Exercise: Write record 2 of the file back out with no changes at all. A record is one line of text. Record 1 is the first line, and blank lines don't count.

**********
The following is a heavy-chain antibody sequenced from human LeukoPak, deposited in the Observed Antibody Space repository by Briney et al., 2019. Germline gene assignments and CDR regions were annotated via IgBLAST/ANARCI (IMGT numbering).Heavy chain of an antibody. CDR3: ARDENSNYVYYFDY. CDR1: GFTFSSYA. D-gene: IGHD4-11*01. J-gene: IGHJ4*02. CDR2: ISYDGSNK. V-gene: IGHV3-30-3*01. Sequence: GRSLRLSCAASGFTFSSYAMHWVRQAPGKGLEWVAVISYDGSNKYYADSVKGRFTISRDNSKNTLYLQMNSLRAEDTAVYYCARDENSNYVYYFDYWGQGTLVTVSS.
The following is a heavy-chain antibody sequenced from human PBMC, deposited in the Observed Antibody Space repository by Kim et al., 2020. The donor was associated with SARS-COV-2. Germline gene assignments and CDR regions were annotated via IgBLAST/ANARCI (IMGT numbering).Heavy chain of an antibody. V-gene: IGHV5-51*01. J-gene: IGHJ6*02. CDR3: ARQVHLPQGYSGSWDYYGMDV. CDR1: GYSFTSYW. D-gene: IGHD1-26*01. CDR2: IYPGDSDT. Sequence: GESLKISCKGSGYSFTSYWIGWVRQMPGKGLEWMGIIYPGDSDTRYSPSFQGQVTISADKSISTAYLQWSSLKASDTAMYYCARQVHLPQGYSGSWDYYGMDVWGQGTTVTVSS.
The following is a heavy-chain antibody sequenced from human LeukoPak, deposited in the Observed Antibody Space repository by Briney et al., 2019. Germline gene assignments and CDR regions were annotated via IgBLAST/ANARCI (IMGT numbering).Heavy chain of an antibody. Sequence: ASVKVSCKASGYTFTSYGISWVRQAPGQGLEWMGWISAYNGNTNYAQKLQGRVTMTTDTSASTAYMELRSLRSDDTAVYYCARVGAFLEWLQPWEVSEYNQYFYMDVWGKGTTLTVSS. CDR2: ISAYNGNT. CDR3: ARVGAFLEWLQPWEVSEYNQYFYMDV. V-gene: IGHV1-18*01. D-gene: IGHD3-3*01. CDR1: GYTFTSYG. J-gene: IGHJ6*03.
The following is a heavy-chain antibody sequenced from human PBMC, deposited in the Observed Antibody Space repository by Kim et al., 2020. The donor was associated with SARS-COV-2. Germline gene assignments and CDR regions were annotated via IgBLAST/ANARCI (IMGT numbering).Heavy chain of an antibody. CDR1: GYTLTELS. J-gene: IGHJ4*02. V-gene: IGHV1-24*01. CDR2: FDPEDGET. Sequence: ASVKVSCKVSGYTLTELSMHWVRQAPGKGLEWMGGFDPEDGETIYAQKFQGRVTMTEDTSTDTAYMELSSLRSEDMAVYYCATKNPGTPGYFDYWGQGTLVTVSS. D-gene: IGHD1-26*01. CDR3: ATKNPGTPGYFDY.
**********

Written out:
The following is a heavy-chain antibody sequenced from human PBMC, deposited in the Observed Antibody Space repository by Kim et al., 2020. The donor was associated with SARS-COV-2. Germline gene assignments and CDR regions were annotated via IgBLAST/ANARCI (IMGT numbering).Heavy chain of an antibody. V-gene: IGHV5-51*01. J-gene: IGHJ6*02. CDR3: ARQVHLPQGYSGSWDYYGMDV. CDR1: GYSFTSYW. D-gene: IGHD1-26*01. CDR2: IYPGDSDT. Sequence: GESLKISCKGSGYSFTSYWIGWVRQMPGKGLEWMGIIYPGDSDTRYSPSFQGQVTISADKSISTAYLQWSSLKASDTAMYYCARQVHLPQGYSGSWDYYGMDVWGQGTTVTVSS.